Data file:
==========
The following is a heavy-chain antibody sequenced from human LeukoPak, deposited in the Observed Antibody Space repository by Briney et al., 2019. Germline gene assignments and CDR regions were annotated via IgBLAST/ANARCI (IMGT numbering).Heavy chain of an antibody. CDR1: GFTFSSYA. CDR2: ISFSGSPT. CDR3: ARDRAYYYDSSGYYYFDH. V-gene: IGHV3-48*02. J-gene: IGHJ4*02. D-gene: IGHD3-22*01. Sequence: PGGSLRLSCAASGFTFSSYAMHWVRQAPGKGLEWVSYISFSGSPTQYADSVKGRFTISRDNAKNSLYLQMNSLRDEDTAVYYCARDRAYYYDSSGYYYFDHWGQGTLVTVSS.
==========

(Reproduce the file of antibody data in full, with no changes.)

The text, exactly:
The following is a heavy-chain antibody sequenced from human LeukoPak, deposited in the Observed Antibody Space repository by Briney et al., 2019. Germline gene assignments and CDR regions were annotated via IgBLAST/ANARCI (IMGT numbering).Heavy chain of an antibody. CDR1: GFTFSSYA. CDR2: ISFSGSPT. CDR3: ARDRAYYYDSSGYYYFDH. V-gene: IGHV3-48*02. J-gene: IGHJ4*02. D-gene: IGHD3-22*01. Sequence: PGGSLRLSCAASGFTFSSYAMHWVRQAPGKGLEWVSYISFSGSPTQYADSVKGRFTISRDNAKNSLYLQMNSLRDEDTAVYYCARDRAYYYDSSGYYYFDHWGQGTLVTVSS.